As NST’s director of social media, I have a deep, dark secret: I’ve been remarkably uninspired by social media as of late. Don’t get me wrong, I still firmly believe in its importance and power, but have limited excitement over the latest bells and whistles or up-and-coming social media darling. Frankly, understanding these technologies is the easy part of social media. What’s always made me curious is not the tools themselves, but their cultural, social and business relevance, and the driving forces behind the technologies. It’s these factors that allow companies to work thoughtfully and strategically within the social media space.
Social media is now so deeply woven into the fabric of our environments that it is no longer the unexplored game-changer it once was. No longer is it just the savvy, early-adopter businesses that are paying attention. It’s all businesses. Remember when Time named “you” as its person of the year as an indicator of the rise in power of the consumer? That was way back in 2006 and a lot has happened since then. So as I read a recent story in Forbes about Snapchat and its 20-something, privileged founders who balked at Mark Zuckerberg’s $3 billion offer for the company, I found myself wondering not only whether their tale would end with a lesson in hubris, but more importantly: what’s next?
Having come off a recent binge reading spree, I thought about stories that have caught my attention recently, and they all have a common thread: using not just social media — but technology in general — to change the way we live, work and play, and ultimately to improve our lives. Robert Scoble and Shel Israel have coined the phrase“ Age of Context,” which represents the convergence of five forces: mobile, social media, big data, sensors and location-based technologies. Wearable technology is but one example of something that – as a category – reflects a larger cultural shift with relevancy not only to businesses but to society overall.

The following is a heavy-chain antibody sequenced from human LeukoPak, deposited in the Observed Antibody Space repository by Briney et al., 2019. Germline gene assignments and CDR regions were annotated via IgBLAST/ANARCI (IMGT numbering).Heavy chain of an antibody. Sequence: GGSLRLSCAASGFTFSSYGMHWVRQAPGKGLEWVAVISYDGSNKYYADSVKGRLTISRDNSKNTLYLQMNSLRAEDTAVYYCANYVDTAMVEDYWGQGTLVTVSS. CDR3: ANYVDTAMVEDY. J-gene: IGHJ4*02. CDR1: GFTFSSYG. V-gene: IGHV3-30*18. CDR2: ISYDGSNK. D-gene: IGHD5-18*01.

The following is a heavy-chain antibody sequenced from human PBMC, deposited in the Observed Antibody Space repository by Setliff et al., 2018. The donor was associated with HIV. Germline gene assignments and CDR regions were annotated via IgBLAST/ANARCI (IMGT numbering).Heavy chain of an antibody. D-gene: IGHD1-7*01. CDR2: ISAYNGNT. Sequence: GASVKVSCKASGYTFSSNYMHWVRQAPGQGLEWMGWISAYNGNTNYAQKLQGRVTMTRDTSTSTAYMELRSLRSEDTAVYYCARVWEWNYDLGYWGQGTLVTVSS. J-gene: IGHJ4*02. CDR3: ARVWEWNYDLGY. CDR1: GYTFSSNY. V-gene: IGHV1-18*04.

WIRED magazine called wearables a “new device revolution” threatening the very existence of our smartphones. In fact, the magazine says the wearable revolution could take hold faster than the mobile revolution and offer more value to users. “Wearables will know what users want before they want it,” according to the magazine, and the next iterations are poised to blend fashion and technology. Wearables are but one example of the “Internet of Things” – a concept referring to the increasing number of objects connected to the Internet (San Diego’s Qualcomm is a driving force in this). From cars to washing machines and watches, these new connected devices offer contextual information and rely heavily upon data, something that is feeling as ubiquitous as air these days.
Harvard Business Review recently wrote about “Analytics 3.0,” which moves beyond the era of big data (Analytics 2.0) to a time where data-gathering and analysis is applied to the products and services customers buy. “Today it’s not just information firms and online companies that can create products and services from analysis of data. It’s every firm in every industry.” Analytics 3.0 is therefore a reflection not just of a tool, but a societal shift.
At NST, we’ve always focused on integrated efforts. We’ve never viewed social media technologies in a vacuum; however, the universe of considerations is getting larger by the minute. It’s within this larger digital space — and the social, business and cultural underpinnings — that my interest is increasingly sparked, and where businesses should be keeping a watchful eye.